• Israel-Gaza War Nine children under the age of 17, a 4-year-old girl whose parents were killed on 7 October... these are the hostages freed by Hamas
  • Middle East: 24 Israeli hostages and 39 Palestinian prisoners released on first day of truce

Partying, shootings, kidnapping, captivity, bombs, dramatic aborted escape by Gazans and return home. This is the process that Ron Krivoi (25 years old) has gone through since October 7, when he was part of the sound team at the massive Nova Festival. Krivoi, from the northern Israeli city of Carmiel, survived the massacre committed by the Islamist group Hamas at the party held in an area near Kibbutz Reim and the Gaza Strip but was unable to flee. Nor did he succeed during the hectic captivity, as has been revealed hours after his release.

After the armed attack on the music festival began, Krivoi hid in some bushes. In telephone contact with a friend, he told him at one point that he "heard the voices of terrorists." 10 minutes later, the friend called and someone, laughing, answered in Arabic.

Since then, nothing has been heard from until this Sunday. 51 days later, he was released along with 13 other Israelis (children and mothers) and three Thais, although not as part of the four-day truce agreement that guarantees the release of at least 50 Israeli hostages and the release of 150 Palestinian prisoners (women and adolescents). Krivoi has returned home despite being an adult man (banned for now by the Islamists), thanks, above all, to the fact that his parents, who emigrated from Russia to Israel in the 90s, gave him the opportunity to also possess Russian citizenship. According to the fundamentalist group, he regained his freedom as a gesture of recognition to President Vladimir Putin.

Krivoi's aunt, Yelena Magid, reveals incredible facts. In an interview with the Israeli radio station, he said his captors were holding him in a building in the Gaza Strip that collapsed due to shelling. According to Channel 13, "several terrorists were killed."

"After the collapse of the building, Roni managed to escape and for four days he was alone and hiding. He tried to flee and reach the border but, without the means to find out where he was, he did not succeed," he explains before recounting the outcome: "In the end, the Gazans captured him and took him back into the hands of the terrorists."

"We always had hope because we know him and we know that he always smiles and adapts to everything," she adds, already relieved, about the nephew who was slightly injured by the impact of stones the day he fled the building where he was kidnapped. Finally, she says that she asked him if he has nightmares: "He said yes, but that's good because it means he's coping with the situation."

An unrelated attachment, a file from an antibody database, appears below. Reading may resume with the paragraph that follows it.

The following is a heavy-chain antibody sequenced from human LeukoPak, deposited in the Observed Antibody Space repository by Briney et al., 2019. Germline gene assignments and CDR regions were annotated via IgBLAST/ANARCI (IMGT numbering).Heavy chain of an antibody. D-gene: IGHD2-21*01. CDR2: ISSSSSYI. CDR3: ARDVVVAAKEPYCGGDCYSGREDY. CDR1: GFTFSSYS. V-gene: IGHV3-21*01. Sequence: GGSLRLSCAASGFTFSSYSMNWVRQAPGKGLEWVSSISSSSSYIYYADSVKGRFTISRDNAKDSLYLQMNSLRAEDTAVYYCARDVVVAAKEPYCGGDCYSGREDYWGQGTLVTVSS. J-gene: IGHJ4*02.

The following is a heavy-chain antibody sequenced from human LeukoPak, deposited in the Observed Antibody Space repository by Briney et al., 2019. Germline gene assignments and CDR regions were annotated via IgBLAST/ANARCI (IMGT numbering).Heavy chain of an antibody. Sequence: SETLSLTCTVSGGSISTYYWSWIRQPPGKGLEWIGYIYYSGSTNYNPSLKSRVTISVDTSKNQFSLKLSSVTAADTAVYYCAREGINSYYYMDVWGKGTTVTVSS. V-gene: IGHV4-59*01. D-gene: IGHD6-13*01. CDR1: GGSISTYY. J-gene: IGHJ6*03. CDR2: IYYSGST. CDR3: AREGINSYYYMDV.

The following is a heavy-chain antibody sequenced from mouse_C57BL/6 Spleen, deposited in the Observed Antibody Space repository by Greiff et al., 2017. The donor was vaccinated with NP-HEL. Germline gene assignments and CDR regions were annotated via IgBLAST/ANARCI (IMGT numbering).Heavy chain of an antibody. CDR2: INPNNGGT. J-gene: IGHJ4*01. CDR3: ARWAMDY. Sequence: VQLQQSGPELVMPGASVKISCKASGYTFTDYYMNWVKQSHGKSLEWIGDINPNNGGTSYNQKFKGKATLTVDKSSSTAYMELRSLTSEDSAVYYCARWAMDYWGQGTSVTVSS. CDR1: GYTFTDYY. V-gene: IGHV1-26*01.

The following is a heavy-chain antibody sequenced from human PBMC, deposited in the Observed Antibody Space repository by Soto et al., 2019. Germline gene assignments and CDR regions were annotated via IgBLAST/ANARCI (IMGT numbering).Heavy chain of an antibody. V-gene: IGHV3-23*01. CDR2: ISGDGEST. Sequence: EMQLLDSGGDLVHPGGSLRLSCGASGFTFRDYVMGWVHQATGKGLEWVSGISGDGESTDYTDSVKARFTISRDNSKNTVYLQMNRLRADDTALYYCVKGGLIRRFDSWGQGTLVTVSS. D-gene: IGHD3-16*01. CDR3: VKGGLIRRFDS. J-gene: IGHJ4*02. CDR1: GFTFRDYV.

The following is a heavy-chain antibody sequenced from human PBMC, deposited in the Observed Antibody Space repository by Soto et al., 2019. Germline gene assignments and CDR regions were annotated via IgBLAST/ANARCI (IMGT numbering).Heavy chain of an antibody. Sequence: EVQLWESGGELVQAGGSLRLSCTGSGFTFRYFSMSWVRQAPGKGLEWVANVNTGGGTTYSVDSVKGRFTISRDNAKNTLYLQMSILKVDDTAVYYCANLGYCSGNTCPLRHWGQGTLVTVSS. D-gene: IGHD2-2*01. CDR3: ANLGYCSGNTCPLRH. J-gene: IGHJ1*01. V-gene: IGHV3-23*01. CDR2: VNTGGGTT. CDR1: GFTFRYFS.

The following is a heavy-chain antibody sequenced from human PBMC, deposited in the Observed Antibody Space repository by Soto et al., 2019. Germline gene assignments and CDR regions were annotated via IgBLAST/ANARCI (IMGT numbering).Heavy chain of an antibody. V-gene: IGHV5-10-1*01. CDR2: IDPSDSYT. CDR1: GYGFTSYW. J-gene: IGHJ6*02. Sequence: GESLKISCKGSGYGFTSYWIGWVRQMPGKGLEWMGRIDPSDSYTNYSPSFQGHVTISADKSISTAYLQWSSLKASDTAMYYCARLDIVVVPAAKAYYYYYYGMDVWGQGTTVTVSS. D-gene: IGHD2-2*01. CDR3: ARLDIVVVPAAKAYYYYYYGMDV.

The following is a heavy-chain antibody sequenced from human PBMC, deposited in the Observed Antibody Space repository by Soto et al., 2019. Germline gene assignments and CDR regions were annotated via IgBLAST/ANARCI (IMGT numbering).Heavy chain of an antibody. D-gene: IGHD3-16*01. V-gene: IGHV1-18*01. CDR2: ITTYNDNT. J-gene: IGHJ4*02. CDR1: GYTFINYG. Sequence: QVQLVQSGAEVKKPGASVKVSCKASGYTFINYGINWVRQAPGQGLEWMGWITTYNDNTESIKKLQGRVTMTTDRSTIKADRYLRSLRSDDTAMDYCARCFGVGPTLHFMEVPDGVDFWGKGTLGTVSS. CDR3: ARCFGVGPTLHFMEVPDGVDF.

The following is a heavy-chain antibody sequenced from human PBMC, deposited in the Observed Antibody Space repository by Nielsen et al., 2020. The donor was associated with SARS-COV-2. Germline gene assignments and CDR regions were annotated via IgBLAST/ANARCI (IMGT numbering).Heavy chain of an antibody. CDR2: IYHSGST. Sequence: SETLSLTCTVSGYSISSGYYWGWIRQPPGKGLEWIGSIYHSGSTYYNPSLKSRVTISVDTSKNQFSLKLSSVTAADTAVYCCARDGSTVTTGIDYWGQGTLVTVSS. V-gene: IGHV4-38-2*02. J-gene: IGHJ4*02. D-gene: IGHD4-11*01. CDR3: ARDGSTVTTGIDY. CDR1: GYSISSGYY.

If Krivoi's dream is to succeed in the world of music, Hila Rotem's (13) dream is to see her mother, Raya, again. Hila was released but Hamas kept her mother in captivity, contrary to the agreement reached with the mediation of Qatar, Egypt and the United States, which prohibits separating children from their mothers.

Her uncle Yair reveals that Hila told them that she was with her mother in the same place in the Gaza Strip until two days before her release and that she was fine. His account contradicts Hamas's argument that it had not located her so that it could hand her over.

From some testimonies that come out in a staggered and dispersed manner parallel to the batches of freed hostages, it is clear that most of them were locked in tunnels, although some were also in houses and buildings. As time went by, a group of the hostages were also given the opportunity to listen to the radio, so they were able to keep up with what was happening in their country.

Conditions were especially harsh in the terror group's tunnels — especially for sleeping and the elderly — where they could also hear the echo of Israeli bombardment. "They didn't shower once and the conditions were very harsh," said a Channel 13 journalist after listening to relatives of several hostages.

Meirav Raviv, a cousin of Keren Munder, 54, who was released last Friday, said the abductees "ate, but not regularly or all the time." Quoted by The New York Times, it reveals that they basically ate rice and peace. Both Keren and her mother Ruti (78) lost between six and eight kilograms each. They slept, he says, on several chairs close together that served as makeshift benches. And when they had to go to the bathroom, they had to knock on the door and wait, sometimes for two hours.

Alma Avraham, 84, is unwilling and unable to talk. In fact, Israeli doctors are fighting for their lives after returning from Gaza in critical condition. "My mother was severely neglected from a health point of view during her entire stay there, in terrible conditions. She did not receive the medicines vital to her. If she had come back a few hours later, she would no longer be with us," says her daughter Tal Amano, denouncing that she was abandoned first on October 7 and then by international organizations "that should have saved her."

"We did the unimaginable so that he could receive medicine. My brother met with a representative of the International Red Cross to give him the medicines, but they told him they couldn't receive them," she adds indignantly, although at least she is close to her mother again after being kidnapped from her home in Kibbutz Nahal Oz.

The number of abductees before the fourth batch of those released on Monday afternoon was 177, including 18 children.

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  • Kidnappings